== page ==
Part Two, really part one 

Hooked, by the this analysis,  I went back to read the initial start of Sarah's series,  Is late stage the new early .

Jason Jones , Founder of High Step capital, commented on Sarah's first post and suggested another avenue for her investigation. 

In the 4th quarter of 2010 approximately 40% of private market sales were completed by venture capital. But here is the interesting thing, about 30% of the private market sales were completed by public market investors (asset managers, mutual funds, and hedge funds).
New questions arose for me. With all the money from both Venture capital and public market investors all being sucked into the private market, what does this mean for normal liquidity?  what are the repercussions for the bulk of the public companies whose shares are being traded daily?

The second article in the series, Benchmark Capital's Stand didn't measure up to the depth of analysis in the 1st and 3rd. I couldn't help but wonder if the bar for returns set by the tech boom  raised the appetite for Venture capital when it spilled over to the street. After all, a rule of thumb for venture style returns are Ten times its invested least that was Benchmark's expectation.  Public companies are beholden to their shareholders and returns are the primary form of accountability, and so it's logical for executive leadership to drive hard to meet near term earnings and focus less on developing longer term value.  In contrast it is precisely the focus on long term and investment in time and resources around innovation that private firms are freer to indulge.  I mean the obsession with short term performance may have as much to do with fear as it does with a complete misunderstanding of what defines value.  Hey if Netscape changed the rules initially and Google also made it clear that it wasn't going to play by the usual standards dictated by the street, Facebook is denying the system the very intell and metrics that move the needles of economic growth.  Or does it do something else?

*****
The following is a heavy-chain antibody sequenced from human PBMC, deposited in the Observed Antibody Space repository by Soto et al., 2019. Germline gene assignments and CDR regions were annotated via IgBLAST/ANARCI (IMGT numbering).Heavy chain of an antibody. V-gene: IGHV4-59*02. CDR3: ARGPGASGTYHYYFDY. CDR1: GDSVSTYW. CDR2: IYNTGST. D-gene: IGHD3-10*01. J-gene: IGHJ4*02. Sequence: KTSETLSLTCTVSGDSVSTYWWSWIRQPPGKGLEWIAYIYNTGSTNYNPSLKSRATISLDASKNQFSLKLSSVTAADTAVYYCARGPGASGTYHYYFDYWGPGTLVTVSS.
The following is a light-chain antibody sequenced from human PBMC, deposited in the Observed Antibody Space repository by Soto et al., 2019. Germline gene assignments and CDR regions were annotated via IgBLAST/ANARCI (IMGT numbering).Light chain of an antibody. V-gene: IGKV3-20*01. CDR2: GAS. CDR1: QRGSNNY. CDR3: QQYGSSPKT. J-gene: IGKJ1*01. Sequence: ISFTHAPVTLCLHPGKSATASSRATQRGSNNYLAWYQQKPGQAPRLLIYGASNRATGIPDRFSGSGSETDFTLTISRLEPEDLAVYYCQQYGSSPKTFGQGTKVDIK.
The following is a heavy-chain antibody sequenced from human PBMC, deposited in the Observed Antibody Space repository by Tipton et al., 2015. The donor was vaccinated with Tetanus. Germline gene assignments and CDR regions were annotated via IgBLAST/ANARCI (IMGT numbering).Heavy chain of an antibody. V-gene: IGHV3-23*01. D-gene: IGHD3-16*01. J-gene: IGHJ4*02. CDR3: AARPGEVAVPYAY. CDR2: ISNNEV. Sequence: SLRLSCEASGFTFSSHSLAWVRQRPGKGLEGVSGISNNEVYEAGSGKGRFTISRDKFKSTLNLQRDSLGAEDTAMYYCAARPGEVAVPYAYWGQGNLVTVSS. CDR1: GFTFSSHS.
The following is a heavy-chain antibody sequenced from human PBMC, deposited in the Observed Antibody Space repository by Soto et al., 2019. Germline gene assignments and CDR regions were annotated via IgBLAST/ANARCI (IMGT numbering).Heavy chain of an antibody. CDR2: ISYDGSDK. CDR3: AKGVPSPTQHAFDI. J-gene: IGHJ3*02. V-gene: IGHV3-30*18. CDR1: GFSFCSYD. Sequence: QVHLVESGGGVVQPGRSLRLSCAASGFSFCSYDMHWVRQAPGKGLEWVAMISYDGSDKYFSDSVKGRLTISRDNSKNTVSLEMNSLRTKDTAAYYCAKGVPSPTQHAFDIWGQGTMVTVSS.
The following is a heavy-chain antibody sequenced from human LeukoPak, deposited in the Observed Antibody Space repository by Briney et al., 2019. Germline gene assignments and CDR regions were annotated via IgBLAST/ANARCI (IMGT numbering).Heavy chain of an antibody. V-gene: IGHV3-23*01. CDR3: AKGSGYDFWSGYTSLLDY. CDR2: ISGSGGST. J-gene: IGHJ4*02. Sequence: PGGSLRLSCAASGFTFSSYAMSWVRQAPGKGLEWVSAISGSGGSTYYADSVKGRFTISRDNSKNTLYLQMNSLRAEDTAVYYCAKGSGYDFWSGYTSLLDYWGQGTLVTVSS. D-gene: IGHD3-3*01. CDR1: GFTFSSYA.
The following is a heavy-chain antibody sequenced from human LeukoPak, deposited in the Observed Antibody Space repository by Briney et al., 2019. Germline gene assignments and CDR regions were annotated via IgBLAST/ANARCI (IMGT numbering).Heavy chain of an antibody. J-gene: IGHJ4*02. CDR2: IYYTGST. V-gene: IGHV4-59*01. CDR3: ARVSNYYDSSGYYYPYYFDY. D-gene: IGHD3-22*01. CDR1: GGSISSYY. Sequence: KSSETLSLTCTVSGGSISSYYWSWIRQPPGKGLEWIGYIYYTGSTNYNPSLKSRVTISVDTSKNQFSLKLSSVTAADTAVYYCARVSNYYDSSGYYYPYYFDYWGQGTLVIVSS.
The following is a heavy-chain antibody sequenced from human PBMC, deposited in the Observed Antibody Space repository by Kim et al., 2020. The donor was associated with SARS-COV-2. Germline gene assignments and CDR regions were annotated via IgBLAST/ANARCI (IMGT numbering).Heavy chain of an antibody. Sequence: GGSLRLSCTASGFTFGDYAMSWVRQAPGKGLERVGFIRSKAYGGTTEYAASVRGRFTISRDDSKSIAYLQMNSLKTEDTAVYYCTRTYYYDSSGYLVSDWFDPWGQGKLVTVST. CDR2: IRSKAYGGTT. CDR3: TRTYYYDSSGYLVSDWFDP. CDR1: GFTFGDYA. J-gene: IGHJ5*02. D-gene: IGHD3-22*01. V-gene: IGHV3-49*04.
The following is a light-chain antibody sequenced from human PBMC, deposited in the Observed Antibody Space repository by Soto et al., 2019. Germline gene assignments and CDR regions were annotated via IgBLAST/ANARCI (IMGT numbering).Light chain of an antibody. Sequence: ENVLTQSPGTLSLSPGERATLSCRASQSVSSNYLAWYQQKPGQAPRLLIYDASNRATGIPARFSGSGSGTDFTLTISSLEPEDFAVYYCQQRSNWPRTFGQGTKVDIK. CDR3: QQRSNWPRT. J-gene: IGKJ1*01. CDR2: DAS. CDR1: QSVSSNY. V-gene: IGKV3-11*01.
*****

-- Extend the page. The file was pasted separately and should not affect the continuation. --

Please help me understand, or speculate along with me the implications of these new investment trends.  I had been a pretty firm believer in the financial markets ability to  recognize and reward value and equally strong believer in the need for banking reform. Then I read these short articles  and realize how much of the picture I had missed in my analysis. 

I'm hoping for a clearer followup to appear soon, or counting on others like you to point me to one that I may have missed.   

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1 comment:

  1. While the Google's and Facebooks of the world might be able to circumvent the "normal" market, these companies are huge outliers. My guess is that for 95% or more of the firms "Market 1.0" still applies. As an analogy, most YouTube videos are not viewed by many people at all, very few "go viral".

    That being said, there are a lot more costs to being a public company (SOX, Financial Reporting, Investor Relations, etc.) so firm's that have alternative means might rationally elect to pursue them instead.

    How much easier for a CFO to call up one person to discuss performance candidly than prepare for earnings calls and watching everything they say everday for fear of violating regulation FD?